What Windows 8 Could Mean For Brand Advertizing

What Windows 8 Could Mean For Brand Advertizing

November 13th, 2012

The Windows 8 overhaul is the most dramatic change to the Windows interface since Microsoft brought out Windows 95. Though some traditional desktop components remain available on the new Windows 8, the platform has been designed to be scalable across desktop, tablet, and mobile devices, meaning that it could be easier than ever for brands to have a massively cross-platform strategy. The Drum reports on some of the new features, and what that could mean for brands.

 

 
With Windows 8 designed to provide a consistent experience on whatever device it is being used, this is a convergence beyond what we’ve seen from Apple or other companies to date. The advantage Microsoft hope to gain is once someone has an app on one device, it will work on any other, and sync together. This all bodes well for brands wanting to take advantage of what Windows 8 has to offer, and those that can get apps out quickly will find they have a significant early-mover advantage. 
 
Very encouragingly, the advertising environment has been well thought through and ad placement in Windows 8 apps is well integrated, robust and seamless. It presents a world of opportunity for advertisers, and re-imagines what integrated ads really can do. Using HTML5, developers have the ability to dynamically and seamlessly thread ads through app content. These HTML5 ads can lead users to an interactive full-screen experience, and support animation, sound and interactivity.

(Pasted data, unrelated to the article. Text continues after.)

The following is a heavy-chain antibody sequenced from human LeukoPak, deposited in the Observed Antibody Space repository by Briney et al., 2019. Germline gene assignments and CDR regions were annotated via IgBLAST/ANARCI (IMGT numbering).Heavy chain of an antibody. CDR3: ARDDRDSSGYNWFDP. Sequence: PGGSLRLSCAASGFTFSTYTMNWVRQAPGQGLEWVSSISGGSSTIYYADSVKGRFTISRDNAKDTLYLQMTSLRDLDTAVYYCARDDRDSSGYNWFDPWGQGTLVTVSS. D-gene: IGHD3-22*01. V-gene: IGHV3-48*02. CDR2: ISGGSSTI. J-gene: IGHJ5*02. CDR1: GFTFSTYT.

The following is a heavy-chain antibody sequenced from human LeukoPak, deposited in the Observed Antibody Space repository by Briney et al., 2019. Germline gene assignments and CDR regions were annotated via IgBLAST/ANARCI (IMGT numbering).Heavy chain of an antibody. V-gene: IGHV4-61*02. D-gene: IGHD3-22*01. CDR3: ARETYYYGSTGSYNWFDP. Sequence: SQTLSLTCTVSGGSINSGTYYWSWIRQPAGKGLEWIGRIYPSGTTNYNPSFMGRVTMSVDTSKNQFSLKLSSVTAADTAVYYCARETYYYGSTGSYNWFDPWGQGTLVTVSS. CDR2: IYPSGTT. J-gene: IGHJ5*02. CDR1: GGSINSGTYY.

Windows 8 is not just another operating system release from Microsoft. It is a total change to the user interface and introduces an entirely new type of software. The main interface is a “Start screen” full of apps, displayed as live tiles that are continuously updated with dynamic information. Brands and their agencies need to learn how to design digital products for the Modern User Interface; they need to stop thinking icons and ‘desktop’ and start thinking ‘app’.
 
As someone who has used the new Window 8 user interface, I'm excited to see how it can be leveraged for marketing purposes. Though the redesign is a departure from anything we've seen thus far in the world of desktop operating systems, the app integration could be a really excellent opportunity for brands to pioneer entirely new ways of marketing to the desktop community.
 
What do you think? Have you used a Windows 8 computer? Is your brand ready to explore the new ecosystem?

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